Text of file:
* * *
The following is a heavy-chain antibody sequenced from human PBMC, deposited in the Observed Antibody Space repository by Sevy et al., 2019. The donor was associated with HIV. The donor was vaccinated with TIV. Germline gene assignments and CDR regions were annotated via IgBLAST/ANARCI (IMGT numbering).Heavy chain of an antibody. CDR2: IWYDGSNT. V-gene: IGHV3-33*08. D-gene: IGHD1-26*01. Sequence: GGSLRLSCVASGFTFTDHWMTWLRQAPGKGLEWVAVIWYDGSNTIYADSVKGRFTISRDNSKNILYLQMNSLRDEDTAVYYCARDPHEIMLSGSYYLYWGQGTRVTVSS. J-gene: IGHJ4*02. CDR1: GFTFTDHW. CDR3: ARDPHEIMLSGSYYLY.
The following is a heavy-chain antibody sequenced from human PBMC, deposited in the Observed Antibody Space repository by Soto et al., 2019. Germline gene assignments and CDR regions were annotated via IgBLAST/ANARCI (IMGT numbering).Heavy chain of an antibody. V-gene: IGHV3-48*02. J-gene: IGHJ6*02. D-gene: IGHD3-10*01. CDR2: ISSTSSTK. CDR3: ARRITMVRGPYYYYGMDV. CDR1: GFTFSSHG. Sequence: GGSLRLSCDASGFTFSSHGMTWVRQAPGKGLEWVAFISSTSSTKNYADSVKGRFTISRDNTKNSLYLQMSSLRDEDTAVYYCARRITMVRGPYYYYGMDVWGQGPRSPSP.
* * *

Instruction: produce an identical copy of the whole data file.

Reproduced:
The following is a heavy-chain antibody sequenced from human PBMC, deposited in the Observed Antibody Space repository by Sevy et al., 2019. The donor was associated with HIV. The donor was vaccinated with TIV. Germline gene assignments and CDR regions were annotated via IgBLAST/ANARCI (IMGT numbering).Heavy chain of an antibody. CDR2: IWYDGSNT. V-gene: IGHV3-33*08. D-gene: IGHD1-26*01. Sequence: GGSLRLSCVASGFTFTDHWMTWLRQAPGKGLEWVAVIWYDGSNTIYADSVKGRFTISRDNSKNILYLQMNSLRDEDTAVYYCARDPHEIMLSGSYYLYWGQGTRVTVSS. J-gene: IGHJ4*02. CDR1: GFTFTDHW. CDR3: ARDPHEIMLSGSYYLY.
The following is a heavy-chain antibody sequenced from human PBMC, deposited in the Observed Antibody Space repository by Soto et al., 2019. Germline gene assignments and CDR regions were annotated via IgBLAST/ANARCI (IMGT numbering).Heavy chain of an antibody. V-gene: IGHV3-48*02. J-gene: IGHJ6*02. D-gene: IGHD3-10*01. CDR2: ISSTSSTK. CDR3: ARRITMVRGPYYYYGMDV. CDR1: GFTFSSHG. Sequence: GGSLRLSCDASGFTFSSHGMTWVRQAPGKGLEWVAFISSTSSTKNYADSVKGRFTISRDNTKNSLYLQMSSLRDEDTAVYYCARRITMVRGPYYYYGMDVWGQGPRSPSP.